WASHINGTON — A Supreme Court decision striking down President Obama’s appointment of three members to the National Labor Relations Board during a Senate recess will help “rein in his abuse of power and restored some checks and balances to our system of government,” Rep. John Kline said Thursday.
The court ruled against Obama’s appointments of three people to NLRB in 2012 while the Senate was on a three-day recess, a procedural maneuver meant to bypass the confirmation process in the Senate. Justice Stephen Breyer said the three-day window wasn’t long enough to constitute a true recess and that breaks of 10 days or more were permissible for recess appointments.
Kline, a frequent critic of the NLRB under Obama, held a hearing of his Education and the Workforce Committee in February 2012 to examine Obama’s appointments to the board. At the time he called it “an unconstitutional scheme” used to “address a political problem.”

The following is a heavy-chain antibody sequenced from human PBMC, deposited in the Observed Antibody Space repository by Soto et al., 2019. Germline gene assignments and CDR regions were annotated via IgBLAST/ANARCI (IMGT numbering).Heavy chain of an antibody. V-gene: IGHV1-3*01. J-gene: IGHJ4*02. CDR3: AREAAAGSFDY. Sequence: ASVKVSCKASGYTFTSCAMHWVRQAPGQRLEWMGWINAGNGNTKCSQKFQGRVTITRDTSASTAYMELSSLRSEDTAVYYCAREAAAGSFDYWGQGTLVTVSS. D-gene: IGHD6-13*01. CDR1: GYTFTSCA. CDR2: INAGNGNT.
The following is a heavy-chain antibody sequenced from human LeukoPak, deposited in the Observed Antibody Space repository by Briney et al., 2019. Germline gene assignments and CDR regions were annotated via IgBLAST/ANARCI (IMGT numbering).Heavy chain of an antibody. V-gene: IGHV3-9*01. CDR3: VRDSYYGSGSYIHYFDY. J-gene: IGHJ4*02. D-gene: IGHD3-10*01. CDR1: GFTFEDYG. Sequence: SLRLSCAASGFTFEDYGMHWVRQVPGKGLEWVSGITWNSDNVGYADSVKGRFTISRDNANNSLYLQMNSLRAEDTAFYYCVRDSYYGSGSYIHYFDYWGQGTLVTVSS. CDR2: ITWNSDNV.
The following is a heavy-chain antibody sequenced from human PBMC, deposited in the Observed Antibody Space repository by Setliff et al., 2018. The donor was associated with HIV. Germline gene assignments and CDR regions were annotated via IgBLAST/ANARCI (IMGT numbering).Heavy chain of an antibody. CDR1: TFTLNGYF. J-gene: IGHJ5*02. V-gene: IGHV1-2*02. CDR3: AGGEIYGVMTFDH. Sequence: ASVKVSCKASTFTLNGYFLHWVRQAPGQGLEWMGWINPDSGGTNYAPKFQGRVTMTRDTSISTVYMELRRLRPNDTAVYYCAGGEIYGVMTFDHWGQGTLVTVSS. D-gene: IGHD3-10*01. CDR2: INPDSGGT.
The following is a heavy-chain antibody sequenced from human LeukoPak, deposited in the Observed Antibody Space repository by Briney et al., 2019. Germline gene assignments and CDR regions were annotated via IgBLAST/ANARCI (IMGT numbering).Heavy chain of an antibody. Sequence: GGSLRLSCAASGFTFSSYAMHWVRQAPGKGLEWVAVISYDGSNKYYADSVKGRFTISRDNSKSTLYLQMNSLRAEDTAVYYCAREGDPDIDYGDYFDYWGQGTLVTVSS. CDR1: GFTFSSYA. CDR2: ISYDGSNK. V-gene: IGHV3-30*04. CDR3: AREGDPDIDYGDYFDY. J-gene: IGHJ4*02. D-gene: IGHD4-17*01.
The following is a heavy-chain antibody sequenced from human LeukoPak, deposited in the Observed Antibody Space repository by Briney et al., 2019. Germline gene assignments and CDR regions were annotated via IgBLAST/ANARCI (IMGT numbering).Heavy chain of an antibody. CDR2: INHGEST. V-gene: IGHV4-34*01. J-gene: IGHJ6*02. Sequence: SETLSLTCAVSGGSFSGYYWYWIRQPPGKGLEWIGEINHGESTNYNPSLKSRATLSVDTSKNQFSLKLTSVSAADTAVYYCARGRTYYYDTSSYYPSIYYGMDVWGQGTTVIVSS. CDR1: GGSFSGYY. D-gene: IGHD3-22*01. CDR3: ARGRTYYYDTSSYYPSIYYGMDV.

He welcomed Thursday’s decision [PDF]. In a statement, Kline said, “For more than two years, workers, employers, and unions have lived under a cloud of uncertainty because of the president’s unconstitutional appointments to the board. The president’s unprecedented action was one of many intended to further his own partisan agenda by circumventing the Constitution and side-stepping Congress. Thankfully the Supreme Court has helped rein in his abuse of power and restored some checks and balances to our system of government.”
As the New York Times notes, the decision’s immediate impact on recess appointments is diminished by new Senate rules meant to ease nominees’ path through the Senate over the minority party’s objections. But the ruling calls into question NLRB decisions made during the tenure of the recess appointees.